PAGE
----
Gajus - Fotolia
Your phones' compatibility depends on the type of phone system you have and why you want to use Skype for Business telephony. Larger businesses have dedicated PBX or IP PBX systems that carry most of the voice traffic separately from other workflow activities. Since most of these workflow activities are driven by Microsoft desktop applications, there is a high degree of voice integration needed with these desktop apps.
With Skype for Business telephony, the situation changes because Microsoft is effectively competing against phone system vendors. Since Microsoft is ubiquitous on the desktop, phone vendors are obliged to interoperate with Microsoft since telephony is now integrated with other applications. Microsoft only recently moved to support full-service telephony, including PSTN connectivity, so it's too early to tell how successful Skype for Business telephony will be.
Skype for Business telephony is not meant to be a full PBX replacement. If you're currently using a PBX, it should remain your primary channel for telephony. PBX systems are expensive but reliable, familiar, and feature rich. With Skype for Business, there are desktop and mobile voice options, so you can still do telephony, but that's not ideal for everyday needs.
Options become more interesting for businesses, such as SMBs, that don't have a full-scale switched phone system. Stand-alone IP phones are likely being used and they're actually ideal for Skype for Business telephony. Microsoft supports most leading IP phone vendors, including longtime partner Polycom, so compatibility won't be an issue.
This scenario will apply to many businesses and, in these cases, there won't be a need to replace your phones. Since these are stand-alone phones rather than purpose-built systems, call control now resides within Skype for Business and the end-to-end telephony experience is within the Microsoft environment. This allows Microsoft to provide tighter integration between voice and other workflow applications.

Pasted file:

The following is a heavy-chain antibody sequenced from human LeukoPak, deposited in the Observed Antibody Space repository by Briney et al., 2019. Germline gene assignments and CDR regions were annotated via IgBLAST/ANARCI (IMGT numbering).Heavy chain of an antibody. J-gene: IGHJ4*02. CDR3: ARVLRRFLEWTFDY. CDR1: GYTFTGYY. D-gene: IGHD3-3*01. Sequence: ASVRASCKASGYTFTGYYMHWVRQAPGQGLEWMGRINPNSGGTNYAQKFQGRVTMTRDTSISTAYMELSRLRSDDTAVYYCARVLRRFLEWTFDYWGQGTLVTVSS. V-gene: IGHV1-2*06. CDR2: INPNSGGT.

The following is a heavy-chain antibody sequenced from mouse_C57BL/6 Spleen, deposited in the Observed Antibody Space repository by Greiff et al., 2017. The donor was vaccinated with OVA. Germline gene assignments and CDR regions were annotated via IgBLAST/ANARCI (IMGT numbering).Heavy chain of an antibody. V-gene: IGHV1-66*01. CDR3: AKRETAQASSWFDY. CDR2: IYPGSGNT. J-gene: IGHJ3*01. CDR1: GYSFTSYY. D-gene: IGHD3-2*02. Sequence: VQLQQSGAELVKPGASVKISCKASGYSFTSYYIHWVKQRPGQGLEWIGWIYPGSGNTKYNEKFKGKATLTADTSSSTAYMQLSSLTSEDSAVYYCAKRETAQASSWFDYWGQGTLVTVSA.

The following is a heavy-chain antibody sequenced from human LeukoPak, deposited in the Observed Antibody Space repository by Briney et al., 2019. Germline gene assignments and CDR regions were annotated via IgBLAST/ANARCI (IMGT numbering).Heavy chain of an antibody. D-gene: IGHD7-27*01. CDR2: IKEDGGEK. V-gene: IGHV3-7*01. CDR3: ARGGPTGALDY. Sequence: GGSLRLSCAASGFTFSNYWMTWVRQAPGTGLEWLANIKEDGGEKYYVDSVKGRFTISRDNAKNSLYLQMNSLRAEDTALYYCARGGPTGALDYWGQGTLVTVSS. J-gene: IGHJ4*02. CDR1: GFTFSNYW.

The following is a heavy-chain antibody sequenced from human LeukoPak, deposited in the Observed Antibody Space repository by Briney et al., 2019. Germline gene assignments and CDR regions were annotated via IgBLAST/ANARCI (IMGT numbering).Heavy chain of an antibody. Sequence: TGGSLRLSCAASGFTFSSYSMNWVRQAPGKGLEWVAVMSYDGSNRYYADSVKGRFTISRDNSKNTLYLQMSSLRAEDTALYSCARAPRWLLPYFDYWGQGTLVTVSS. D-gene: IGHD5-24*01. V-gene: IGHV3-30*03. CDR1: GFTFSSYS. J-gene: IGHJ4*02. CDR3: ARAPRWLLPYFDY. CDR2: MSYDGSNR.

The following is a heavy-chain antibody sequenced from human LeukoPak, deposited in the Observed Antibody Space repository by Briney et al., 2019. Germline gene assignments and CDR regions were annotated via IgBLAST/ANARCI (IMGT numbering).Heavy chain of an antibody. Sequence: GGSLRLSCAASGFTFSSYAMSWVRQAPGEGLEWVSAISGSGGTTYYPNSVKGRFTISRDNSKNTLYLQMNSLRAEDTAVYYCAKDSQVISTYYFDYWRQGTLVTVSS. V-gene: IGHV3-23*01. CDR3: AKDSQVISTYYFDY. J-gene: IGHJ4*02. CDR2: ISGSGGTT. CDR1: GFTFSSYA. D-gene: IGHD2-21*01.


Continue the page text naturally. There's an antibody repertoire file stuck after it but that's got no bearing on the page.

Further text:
As long as Microsoft can consistently deliver business-grade quality, you may find this a viable approach for fixed-line telephony, thus ruling out the need to consider a costly dedicated switched phone system.
Do you have a question for Jon Arnold or any other experts? Ask your enterprise-specific questions today! (All questions are treated anonymously.)
How to manage Skype for Business call quality
Skype for Business telephony a growing threat to Cisco UCM
Test your Skype for Business knowledge
Dig Deeper on IP Telephony Systems
Related Q&A from Jon Arnold
Enterprise telephony is on the decline as remote and home-based workers lack access to enterprise phone systems or seek alternative modes of ... Continue Reading
COVID-19 may drive further UCC industry consolidation as vendors look to develop new capabilities to support the communications needs created by ... Continue Reading
SIP trunking and VoIP share some similarities, but they have key differences in origin and functions. How well do you understand these telephony ... Continue Reading